Rick Meyerowitz


RARE’s current exhibition, “Rick Meyerowitz’s National Lampoon,” showcases over 20 years artwork by one of the seminal humor magazine’s most prolific illustrators. Meyerowitz (pictured at left) was was born in 1943 in the Bronx, New York; attended Boston University to study fine arts and literature; and started working with the founders of the Lampoon in the autumn of 1969, continuing through until 1991. As such, he was an integral figure in the influential humor magazine’s genesis and development, and his "no sacred cows" attitude toward political or social causes, as well as his Bosch-like style of sprawling tableaux and—at-times—grotesque detail, married well with the Lampoon’s irreverent attitude. His effortless bridging of high- and low-brow culture was irresistible to the ambivalent youth of the Vietnam generation, and its appeal was perhaps best summed up in a comment by George Plimpton: “He does illustrations only a sourpuss wouldn’t love.”



“National Lampoon’s Inferno (Rick Visits Hell)”


In 1971, while entertaining two Lampoon founders—Henry Beard and Doug Kenney—at his New York loft, Meyerowitz devised one of the magazine’s most enduring images: “Mona Gorilla.” Now on view at RARE, the piece transforms Da Vinci’s beguiling womanly visage with that of a bemused ape’s face: an absurd and defacing gesture similar to Duchamp’s L.H.O.Q.Q., yet with the joyful silliness that marks Meyerowitz’s work. The piece was called by one critic “the best Mona Lisa parody ever,” while by another, “one of the enduring icons of American humor,” and the Wall Street Journal declared it “the most celebrated American magazine illustration of the 1970s.”


"Mona Gorilla"
 

Pieces Meyerowitz originally created for Lampoon articles sometimes spun off into other avenues, most notably his book Dodosaurs: The Dinosaurs That Didn’t Make It, which first debuted in the Lampoon in 1972, then became a formal book with text by Henry Beard in 1984. Inspired by the observation that dinosaurs were “so weirdly constructed, who would notice a few changes here and there,” the Dodosaurs present a range of evolutionary quirks and surreal physiology, such as the “Titanicasaurus Rex,” which bears the look of a cruise-liner sinking, and the majestic “Blunderdon” who has another tail instead of a head.


Sketchbook for Dodosaurs (Signed copies of the published book are available at the gallery.)

 

Meyerowitz’s collaborations with the Lampoon extended to projects outside the magazine proper, such as the poster for the Lampoon’s first film, the blockbuster comedy Animal House. His design’s raucous, effusive energy reflected the manic activity of the film itself, and proved integral to the film’s identity. John Belushi, upon seeing the poster, reportedly said to Meyerowitz, “You nailed it maaaannn. You really fuckin’ nailed it.”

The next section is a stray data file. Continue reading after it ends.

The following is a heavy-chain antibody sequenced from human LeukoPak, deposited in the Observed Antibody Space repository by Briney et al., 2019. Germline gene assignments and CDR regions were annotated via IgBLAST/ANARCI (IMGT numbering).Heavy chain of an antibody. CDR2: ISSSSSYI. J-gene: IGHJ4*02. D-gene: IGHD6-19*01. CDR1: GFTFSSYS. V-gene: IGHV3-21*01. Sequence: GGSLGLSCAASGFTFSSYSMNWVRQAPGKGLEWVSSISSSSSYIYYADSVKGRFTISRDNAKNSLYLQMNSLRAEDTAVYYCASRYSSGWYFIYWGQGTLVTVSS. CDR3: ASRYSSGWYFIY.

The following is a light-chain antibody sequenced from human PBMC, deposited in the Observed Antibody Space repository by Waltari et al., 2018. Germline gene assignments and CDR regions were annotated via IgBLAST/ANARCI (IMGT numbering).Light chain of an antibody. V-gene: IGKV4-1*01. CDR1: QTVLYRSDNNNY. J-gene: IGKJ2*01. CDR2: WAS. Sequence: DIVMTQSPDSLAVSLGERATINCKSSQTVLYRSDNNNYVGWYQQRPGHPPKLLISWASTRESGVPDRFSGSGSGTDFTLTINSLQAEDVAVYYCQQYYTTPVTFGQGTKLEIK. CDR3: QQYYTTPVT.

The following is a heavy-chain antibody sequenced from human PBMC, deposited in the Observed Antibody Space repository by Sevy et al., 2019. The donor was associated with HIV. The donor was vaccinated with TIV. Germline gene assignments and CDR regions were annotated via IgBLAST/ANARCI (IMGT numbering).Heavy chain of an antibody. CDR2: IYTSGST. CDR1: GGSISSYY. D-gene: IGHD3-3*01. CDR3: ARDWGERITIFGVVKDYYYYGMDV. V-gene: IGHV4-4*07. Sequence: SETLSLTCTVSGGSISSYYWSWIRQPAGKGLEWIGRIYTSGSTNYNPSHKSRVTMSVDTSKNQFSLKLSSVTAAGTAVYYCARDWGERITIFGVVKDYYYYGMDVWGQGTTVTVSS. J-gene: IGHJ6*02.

Original artwork for the
Animal House poster


His deflations of political figures and critique of American military efforts abroad are also prevalent in the exhibition. A particularly sharp illustration recalls Ronald Reagan’s highly controversial visit to a Nazi SS cemetery in Bitburg, Germany: as the former president weeps over the graves, his face melts like wax under intense heat. And in Meyerowitz’s last piece for the Lampoon, he depicts a scene of corporate-subsidized attack machines crawling over a field of battle: bombers release payloads of “Obsession” by Calvin Klein as a “Ground to Air Jordan” plane cruises by.


"Bye-Bye Bozo: Reagan at Bitburg"  


"Operation Desert Sales" 
 

Since his time at the Lampoon, Meyerowitz has continued his work as an illustrator and author. On the visual side, he collaborated with fellow artist Maira Kalman to create “New Yorkistan,” one of the New Yorker’s most popular covers. Released in the wake of 9/11, the New York Times reflected, “When their cover came out, a dark cloud seemed to lift.”


“New Yorkistan” cover from The New Yorker
 

And to codify the enduring legacy of the magazine, in 2010 Meyerowitz released a compendium of work by its numerous contributors entitled Drunk Stoned Brilliant Dead: The Writers and Artists Who Made the National Lampoon Insanely Great. (Signed editions are available at the gallery.) A recent documentary about the Lampoon by Magnolia pictures borrows the title of this book, and is now available online.


From surreal political jabs to all-out farce, Meyerowitz’s work for National Lampoon touched upon many of the era’s singular issues with a humor that is still relevant today. The question is whether the world has bent to Meyerowitz’s vision, or if he was just ahead of the game.

Rick Meyerowitz’s National Lampoon is on view at RARE through December 5, 2015.

Posted in Art on November 19 2015

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